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Safety questions should be directed to the facility’s safety officer.
However, this is what it states in ESD Association ESD Handbook ESD TR20.20 and other documents:
Per ESD Handbook ESD TR20.20-2008 Wrist Strap section 220.127.116.11 “For personnel safety, wrist straps should not be used in situations where there is an exposed electrical circuit of 250 volts or higher.
NOTE: Several publications exist (beyond UL) that provide varying limits of allowable current for personnel safety. For example, most power supplies are current limited to 5 mA. For this reason, the user should check with local safety personnel to determine requirements for their particular area. Refer to the personnel safety section of this handbook for further guidance.”
ANSI/ESD S20.20 section 5. “PERSONNEL SAFETY, The Procedures and equipment described in this document may expose personnel to hazardous electrical conditions. Users of this document are responsible for selecting equipment that complies with applicable laws, regulatory codes and both external and internal policy. Users are cautioned that this document cannot replace or supersede any requirements for personnel safety. Ground fault circuit interrupters (GFCI) and other safety protection should be considered wherever personnel might come into contact with electrical sources. Electrical hazard reduction practices should be exercised and proper grounding instructions for equipment must be followed.”
Our Wrist Straps are Underwriter Laboratories listed. UL cautions that these products are not recommended for use on equipment with operating voltage exceeding 250 volts recommending that the electrical current that the operator be exposed to be limited to 0.70 milliamp. At 250 volts, a 1 megohm [1,000,000 ohms] resistor limits current to 0.25 milliamp.
UL Marking for Wrist Straps:
This product is not recommended for use on equipment with operating voltage exceeding 250 volts.
A one megohm resistor is molded into Wrist Strap Coil Cords. DO NOT REMOVE. If it becomes damaged, replace Coil Cord immediately. These products are not to be used in areas where the individual may come in contact with exposed electrical circuitry exceeding 250 volts.
These products are for ElectroStatic control. They will not reduce or increase your risk of receiving electrical shock when using or working on electrical equipment. Follow the same precautions you would use without wrist straps, including:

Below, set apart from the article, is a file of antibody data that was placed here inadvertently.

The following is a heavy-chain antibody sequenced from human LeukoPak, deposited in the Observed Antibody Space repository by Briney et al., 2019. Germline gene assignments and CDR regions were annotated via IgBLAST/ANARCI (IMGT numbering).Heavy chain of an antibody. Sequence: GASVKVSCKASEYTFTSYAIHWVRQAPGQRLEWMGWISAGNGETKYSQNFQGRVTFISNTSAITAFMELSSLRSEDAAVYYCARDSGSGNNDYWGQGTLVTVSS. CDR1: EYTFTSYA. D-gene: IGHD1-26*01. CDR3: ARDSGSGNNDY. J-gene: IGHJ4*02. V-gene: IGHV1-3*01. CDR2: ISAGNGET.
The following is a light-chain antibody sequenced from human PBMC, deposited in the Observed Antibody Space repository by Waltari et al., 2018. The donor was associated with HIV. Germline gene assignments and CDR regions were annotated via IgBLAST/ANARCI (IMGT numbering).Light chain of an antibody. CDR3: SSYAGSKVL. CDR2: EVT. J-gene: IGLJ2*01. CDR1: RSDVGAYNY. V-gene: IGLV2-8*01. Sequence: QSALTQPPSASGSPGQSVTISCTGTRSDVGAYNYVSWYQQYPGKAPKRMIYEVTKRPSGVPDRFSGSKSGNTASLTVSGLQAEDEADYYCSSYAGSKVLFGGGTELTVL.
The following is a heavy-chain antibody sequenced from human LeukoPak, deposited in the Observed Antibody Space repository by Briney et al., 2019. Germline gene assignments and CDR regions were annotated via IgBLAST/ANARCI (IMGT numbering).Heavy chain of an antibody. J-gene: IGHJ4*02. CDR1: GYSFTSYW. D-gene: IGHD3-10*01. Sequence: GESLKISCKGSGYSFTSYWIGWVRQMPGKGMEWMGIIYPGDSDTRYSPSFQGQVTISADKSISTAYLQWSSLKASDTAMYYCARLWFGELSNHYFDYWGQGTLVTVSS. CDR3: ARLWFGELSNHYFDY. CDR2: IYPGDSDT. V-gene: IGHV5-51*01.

• Make certain that equipment having a grounding type plug is properly grounded.
• Make certain that you are not in contact with grounded objects other than through the Wrist Strap.”
Per ESD Handbook ESD TR20.20 section 18.104.22.168 Current Limiting “Most wrist straps have a current limiting resistor molded into the ground cord head on the end that connects to the cuff. The resistor most commonly used is a one megohm, 1/4 watt with a working voltage rating of 250 volts. Resistors limit current as defined by Ohm's Law, which states the current is equal to the voltage divided by the resistance.
In a practical application, the maximum amount of current through a wrist strap ground cord if it was placed across a 250 Volt source is 250 microamps or 0.25 milliamps. This amount of current is well below the 0.7 milliamps that Underwriters Laboratories uses as the peak current in a LIMITED CURRENT CIRCUIT. See document UL 1950.
For personnel safety, wrist straps should not be used in situations where there is an exposed electrical circuit of 250 volts or higher.”
Per Wrist Strap standard ANSI/ESD S1.1 section 7.1 Construction Guidelines, Current-Limiting Resistance “A resistance of sufficient resistance to limit current to less than 0.0005 amps (0.5mA), at the highest voltage that may be encountered, should be incorporated into the wrist strap.
Nominally, 800,000 ohms (800 Kilohms) are sufficient for voltages of up to 240VAC. The value of 1 Megohms is specified because it is a standard value discrete resistor. Special situations may dictate the use of values above or below the 1 megohm value. Wrist straps with nominal resistances other than 1 megohm should be marked in accordance with paragraph 5.9. Discrete current-limiting resistors should be located near the connection between the ground cord and the cuff.”
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